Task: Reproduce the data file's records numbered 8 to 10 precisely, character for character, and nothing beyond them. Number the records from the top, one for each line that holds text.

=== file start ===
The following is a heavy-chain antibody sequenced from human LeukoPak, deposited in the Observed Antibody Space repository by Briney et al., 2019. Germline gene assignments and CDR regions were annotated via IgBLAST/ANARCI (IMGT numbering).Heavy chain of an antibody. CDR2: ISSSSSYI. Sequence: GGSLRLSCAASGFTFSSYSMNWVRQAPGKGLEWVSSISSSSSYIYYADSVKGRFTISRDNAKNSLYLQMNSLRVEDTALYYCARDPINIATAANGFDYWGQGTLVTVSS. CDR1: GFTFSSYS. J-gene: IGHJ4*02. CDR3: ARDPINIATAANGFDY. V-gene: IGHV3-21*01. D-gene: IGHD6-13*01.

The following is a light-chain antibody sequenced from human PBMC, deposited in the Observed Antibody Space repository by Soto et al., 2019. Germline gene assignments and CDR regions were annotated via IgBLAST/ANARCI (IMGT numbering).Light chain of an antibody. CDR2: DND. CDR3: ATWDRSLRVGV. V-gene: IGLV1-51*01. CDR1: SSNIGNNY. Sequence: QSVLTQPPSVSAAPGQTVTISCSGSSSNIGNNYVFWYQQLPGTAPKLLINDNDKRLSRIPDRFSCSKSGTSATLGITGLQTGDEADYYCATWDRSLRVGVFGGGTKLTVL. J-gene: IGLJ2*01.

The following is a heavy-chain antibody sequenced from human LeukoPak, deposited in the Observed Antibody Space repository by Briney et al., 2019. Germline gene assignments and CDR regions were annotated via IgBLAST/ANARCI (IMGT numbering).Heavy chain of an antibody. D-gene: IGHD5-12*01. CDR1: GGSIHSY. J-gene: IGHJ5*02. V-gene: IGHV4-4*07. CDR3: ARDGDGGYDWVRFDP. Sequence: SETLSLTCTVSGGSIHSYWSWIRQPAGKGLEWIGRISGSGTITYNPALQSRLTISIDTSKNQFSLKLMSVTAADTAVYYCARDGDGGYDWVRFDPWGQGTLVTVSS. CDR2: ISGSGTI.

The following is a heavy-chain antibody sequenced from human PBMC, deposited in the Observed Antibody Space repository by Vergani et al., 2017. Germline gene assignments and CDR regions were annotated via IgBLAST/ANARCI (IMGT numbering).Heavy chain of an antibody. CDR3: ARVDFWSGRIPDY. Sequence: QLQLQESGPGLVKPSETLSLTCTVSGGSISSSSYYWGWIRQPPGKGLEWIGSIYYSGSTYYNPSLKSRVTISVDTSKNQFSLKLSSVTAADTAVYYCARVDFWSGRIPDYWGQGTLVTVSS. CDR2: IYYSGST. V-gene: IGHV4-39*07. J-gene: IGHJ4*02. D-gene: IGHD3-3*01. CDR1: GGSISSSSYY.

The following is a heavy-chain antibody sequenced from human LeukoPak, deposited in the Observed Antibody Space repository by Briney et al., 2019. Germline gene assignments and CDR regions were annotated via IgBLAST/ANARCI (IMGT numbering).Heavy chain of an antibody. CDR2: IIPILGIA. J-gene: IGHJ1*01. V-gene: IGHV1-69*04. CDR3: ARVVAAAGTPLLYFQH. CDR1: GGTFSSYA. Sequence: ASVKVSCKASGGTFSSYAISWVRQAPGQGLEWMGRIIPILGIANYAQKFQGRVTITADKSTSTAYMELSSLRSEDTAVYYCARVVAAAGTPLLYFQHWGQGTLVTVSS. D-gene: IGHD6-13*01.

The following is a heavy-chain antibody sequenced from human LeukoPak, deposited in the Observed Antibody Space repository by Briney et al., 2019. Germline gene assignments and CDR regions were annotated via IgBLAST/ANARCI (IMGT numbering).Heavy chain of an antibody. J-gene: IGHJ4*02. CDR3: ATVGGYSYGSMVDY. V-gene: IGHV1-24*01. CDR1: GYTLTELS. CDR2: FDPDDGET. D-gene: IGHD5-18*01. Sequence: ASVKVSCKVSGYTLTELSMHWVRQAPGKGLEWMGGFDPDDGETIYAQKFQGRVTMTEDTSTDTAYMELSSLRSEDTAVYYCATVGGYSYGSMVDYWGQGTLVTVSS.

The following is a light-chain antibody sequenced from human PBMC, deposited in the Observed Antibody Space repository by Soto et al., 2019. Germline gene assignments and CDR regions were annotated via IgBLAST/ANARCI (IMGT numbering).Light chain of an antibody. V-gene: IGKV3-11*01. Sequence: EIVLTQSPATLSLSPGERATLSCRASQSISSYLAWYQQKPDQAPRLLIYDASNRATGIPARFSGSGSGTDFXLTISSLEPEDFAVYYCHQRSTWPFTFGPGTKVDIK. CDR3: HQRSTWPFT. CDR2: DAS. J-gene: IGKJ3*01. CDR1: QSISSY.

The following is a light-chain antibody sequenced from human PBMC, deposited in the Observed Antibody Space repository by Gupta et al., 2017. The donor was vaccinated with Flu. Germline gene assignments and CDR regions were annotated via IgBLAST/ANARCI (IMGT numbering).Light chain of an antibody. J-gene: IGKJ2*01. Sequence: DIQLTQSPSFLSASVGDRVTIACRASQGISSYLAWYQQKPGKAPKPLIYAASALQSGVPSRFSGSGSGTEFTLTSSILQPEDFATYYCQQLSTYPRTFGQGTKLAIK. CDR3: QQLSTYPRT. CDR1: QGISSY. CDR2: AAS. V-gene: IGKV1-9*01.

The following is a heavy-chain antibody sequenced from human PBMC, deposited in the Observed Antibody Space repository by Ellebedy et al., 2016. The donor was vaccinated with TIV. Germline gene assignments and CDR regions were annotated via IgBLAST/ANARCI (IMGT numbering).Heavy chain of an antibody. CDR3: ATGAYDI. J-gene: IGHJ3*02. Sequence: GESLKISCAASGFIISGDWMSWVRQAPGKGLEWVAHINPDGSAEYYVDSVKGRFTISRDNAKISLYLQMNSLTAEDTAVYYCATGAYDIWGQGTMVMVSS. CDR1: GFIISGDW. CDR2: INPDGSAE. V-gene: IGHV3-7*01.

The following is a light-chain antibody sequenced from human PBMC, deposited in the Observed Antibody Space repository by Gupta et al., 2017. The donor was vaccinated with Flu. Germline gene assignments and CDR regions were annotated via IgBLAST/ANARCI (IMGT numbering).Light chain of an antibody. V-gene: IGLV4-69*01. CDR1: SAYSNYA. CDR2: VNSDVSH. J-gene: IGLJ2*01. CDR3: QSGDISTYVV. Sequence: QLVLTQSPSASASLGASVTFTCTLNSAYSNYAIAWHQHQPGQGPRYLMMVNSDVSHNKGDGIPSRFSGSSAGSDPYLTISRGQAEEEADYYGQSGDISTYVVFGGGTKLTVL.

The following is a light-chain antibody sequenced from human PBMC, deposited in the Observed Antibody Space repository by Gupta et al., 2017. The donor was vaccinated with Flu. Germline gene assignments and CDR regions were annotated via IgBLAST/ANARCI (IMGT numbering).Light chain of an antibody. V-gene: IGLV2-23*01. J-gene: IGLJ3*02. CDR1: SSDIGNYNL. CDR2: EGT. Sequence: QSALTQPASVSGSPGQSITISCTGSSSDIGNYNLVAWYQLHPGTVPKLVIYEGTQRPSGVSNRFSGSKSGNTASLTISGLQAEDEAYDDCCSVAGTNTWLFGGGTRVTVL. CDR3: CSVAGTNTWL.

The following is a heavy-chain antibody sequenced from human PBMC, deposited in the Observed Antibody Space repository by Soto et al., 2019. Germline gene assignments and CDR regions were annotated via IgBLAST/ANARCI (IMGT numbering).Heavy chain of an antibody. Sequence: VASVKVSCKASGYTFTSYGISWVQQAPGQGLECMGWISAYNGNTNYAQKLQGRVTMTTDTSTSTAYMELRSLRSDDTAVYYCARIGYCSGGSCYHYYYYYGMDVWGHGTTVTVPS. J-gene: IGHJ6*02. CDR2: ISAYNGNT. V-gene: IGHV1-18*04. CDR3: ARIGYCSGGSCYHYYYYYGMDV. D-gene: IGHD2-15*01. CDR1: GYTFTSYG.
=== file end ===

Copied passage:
The following is a light-chain antibody sequenced from human PBMC, deposited in the Observed Antibody Space repository by Gupta et al., 2017. The donor was vaccinated with Flu. Germline gene assignments and CDR regions were annotated via IgBLAST/ANARCI (IMGT numbering).Light chain of an antibody. J-gene: IGKJ2*01. Sequence: DIQLTQSPSFLSASVGDRVTIACRASQGISSYLAWYQQKPGKAPKPLIYAASALQSGVPSRFSGSGSGTEFTLTSSILQPEDFATYYCQQLSTYPRTFGQGTKLAIK. CDR3: QQLSTYPRT. CDR1: QGISSY. CDR2: AAS. V-gene: IGKV1-9*01.

The following is a heavy-chain antibody sequenced from human PBMC, deposited in the Observed Antibody Space repository by Ellebedy et al., 2016. The donor was vaccinated with TIV. Germline gene assignments and CDR regions were annotated via IgBLAST/ANARCI (IMGT numbering).Heavy chain of an antibody. CDR3: ATGAYDI. J-gene: IGHJ3*02. Sequence: GESLKISCAASGFIISGDWMSWVRQAPGKGLEWVAHINPDGSAEYYVDSVKGRFTISRDNAKISLYLQMNSLTAEDTAVYYCATGAYDIWGQGTMVMVSS. CDR1: GFIISGDW. CDR2: INPDGSAE. V-gene: IGHV3-7*01.

The following is a light-chain antibody sequenced from human PBMC, deposited in the Observed Antibody Space repository by Gupta et al., 2017. The donor was vaccinated with Flu. Germline gene assignments and CDR regions were annotated via IgBLAST/ANARCI (IMGT numbering).Light chain of an antibody. V-gene: IGLV4-69*01. CDR1: SAYSNYA. CDR2: VNSDVSH. J-gene: IGLJ2*01. CDR3: QSGDISTYVV. Sequence: QLVLTQSPSASASLGASVTFTCTLNSAYSNYAIAWHQHQPGQGPRYLMMVNSDVSHNKGDGIPSRFSGSSAGSDPYLTISRGQAEEEADYYGQSGDISTYVVFGGGTKLTVL.